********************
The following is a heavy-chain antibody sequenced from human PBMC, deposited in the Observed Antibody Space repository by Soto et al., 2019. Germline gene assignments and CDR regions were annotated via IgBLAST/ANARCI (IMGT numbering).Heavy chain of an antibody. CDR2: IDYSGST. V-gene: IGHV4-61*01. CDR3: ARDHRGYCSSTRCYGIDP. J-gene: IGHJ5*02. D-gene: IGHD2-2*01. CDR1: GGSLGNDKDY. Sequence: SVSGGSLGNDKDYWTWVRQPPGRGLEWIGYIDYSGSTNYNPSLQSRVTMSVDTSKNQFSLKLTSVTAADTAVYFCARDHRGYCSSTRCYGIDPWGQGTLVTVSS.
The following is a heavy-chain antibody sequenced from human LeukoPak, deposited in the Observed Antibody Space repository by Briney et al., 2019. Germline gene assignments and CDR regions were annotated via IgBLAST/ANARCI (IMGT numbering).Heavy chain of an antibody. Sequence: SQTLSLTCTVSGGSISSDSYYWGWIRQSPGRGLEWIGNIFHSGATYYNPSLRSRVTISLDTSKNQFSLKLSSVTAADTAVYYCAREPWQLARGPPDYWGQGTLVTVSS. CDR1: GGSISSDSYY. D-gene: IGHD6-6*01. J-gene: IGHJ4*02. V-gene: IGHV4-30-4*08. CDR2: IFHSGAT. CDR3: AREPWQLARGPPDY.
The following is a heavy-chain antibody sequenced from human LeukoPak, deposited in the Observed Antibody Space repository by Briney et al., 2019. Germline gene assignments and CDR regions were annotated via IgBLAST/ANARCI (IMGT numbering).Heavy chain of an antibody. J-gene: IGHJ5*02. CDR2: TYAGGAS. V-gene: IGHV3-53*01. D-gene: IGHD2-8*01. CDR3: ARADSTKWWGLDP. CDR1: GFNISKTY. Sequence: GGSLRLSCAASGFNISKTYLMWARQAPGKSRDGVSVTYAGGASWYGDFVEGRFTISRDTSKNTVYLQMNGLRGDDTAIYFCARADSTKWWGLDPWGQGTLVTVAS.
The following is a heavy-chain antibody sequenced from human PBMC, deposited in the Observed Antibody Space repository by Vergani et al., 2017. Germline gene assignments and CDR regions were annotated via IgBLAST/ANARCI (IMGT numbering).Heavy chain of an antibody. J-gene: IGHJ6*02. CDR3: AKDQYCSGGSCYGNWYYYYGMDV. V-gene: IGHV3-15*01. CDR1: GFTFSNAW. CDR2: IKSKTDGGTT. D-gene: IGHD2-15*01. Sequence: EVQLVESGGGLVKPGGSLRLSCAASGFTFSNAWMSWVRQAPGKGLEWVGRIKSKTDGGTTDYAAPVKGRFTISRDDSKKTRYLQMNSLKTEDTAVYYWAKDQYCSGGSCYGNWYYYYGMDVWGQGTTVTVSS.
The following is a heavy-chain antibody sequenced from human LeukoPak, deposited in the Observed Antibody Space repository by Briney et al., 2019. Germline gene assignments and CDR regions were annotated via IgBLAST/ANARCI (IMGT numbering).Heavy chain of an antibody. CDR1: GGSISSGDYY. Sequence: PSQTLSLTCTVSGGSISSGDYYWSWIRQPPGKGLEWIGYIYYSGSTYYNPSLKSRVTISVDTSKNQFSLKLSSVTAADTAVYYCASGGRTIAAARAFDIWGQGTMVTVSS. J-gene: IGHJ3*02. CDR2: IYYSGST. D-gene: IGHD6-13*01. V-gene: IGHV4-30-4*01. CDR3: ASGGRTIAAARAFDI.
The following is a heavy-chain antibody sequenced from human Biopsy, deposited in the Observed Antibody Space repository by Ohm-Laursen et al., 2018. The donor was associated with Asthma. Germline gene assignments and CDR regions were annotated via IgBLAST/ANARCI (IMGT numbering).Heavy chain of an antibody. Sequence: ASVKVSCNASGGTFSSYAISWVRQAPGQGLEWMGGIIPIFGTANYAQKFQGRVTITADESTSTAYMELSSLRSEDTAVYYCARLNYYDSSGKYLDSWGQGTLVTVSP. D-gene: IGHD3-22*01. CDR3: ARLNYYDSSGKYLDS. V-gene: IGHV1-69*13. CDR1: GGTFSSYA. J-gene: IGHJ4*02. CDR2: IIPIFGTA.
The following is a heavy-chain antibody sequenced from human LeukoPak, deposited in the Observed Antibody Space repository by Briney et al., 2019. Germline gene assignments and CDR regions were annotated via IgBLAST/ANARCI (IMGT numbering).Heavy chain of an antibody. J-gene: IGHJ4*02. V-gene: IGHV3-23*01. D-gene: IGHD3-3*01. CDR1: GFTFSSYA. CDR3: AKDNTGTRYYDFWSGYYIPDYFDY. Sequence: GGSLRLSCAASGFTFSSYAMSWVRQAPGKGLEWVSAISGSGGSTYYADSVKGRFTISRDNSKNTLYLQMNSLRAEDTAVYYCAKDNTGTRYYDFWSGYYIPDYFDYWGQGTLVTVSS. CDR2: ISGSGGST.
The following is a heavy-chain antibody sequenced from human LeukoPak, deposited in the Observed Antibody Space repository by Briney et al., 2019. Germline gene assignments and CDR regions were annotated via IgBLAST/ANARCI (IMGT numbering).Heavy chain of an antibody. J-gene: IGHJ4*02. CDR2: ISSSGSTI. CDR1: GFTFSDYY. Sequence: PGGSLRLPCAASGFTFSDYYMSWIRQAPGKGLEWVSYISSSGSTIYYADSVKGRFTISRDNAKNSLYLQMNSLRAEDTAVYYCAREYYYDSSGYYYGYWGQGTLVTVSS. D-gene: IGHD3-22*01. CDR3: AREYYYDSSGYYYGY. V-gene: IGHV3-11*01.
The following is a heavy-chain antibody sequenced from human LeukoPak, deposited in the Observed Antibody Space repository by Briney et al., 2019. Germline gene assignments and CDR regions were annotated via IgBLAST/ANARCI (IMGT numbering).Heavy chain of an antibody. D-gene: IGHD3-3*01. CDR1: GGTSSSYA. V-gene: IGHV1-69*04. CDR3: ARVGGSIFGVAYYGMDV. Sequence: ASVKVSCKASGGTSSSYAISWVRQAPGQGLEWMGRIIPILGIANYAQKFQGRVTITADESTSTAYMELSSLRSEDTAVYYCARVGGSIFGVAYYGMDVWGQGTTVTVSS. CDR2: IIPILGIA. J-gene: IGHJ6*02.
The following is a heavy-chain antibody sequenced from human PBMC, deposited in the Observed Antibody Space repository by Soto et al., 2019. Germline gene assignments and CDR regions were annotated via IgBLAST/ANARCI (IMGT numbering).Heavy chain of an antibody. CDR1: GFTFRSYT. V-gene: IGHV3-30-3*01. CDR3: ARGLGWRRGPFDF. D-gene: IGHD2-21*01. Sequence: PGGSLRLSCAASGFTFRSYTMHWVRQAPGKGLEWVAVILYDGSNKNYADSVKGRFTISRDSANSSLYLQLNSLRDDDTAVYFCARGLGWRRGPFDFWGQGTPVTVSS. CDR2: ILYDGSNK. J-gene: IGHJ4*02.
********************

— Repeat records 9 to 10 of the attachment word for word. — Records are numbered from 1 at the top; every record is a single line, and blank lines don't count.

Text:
The following is a heavy-chain antibody sequenced from human LeukoPak, deposited in the Observed Antibody Space repository by Briney et al., 2019. Germline gene assignments and CDR regions were annotated via IgBLAST/ANARCI (IMGT numbering).Heavy chain of an antibody. D-gene: IGHD3-3*01. CDR1: GGTSSSYA. V-gene: IGHV1-69*04. CDR3: ARVGGSIFGVAYYGMDV. Sequence: ASVKVSCKASGGTSSSYAISWVRQAPGQGLEWMGRIIPILGIANYAQKFQGRVTITADESTSTAYMELSSLRSEDTAVYYCARVGGSIFGVAYYGMDVWGQGTTVTVSS. CDR2: IIPILGIA. J-gene: IGHJ6*02.
The following is a heavy-chain antibody sequenced from human PBMC, deposited in the Observed Antibody Space repository by Soto et al., 2019. Germline gene assignments and CDR regions were annotated via IgBLAST/ANARCI (IMGT numbering).Heavy chain of an antibody. CDR1: GFTFRSYT. V-gene: IGHV3-30-3*01. CDR3: ARGLGWRRGPFDF. D-gene: IGHD2-21*01. Sequence: PGGSLRLSCAASGFTFRSYTMHWVRQAPGKGLEWVAVILYDGSNKNYADSVKGRFTISRDSANSSLYLQLNSLRDDDTAVYFCARGLGWRRGPFDFWGQGTPVTVSS. CDR2: ILYDGSNK. J-gene: IGHJ4*02.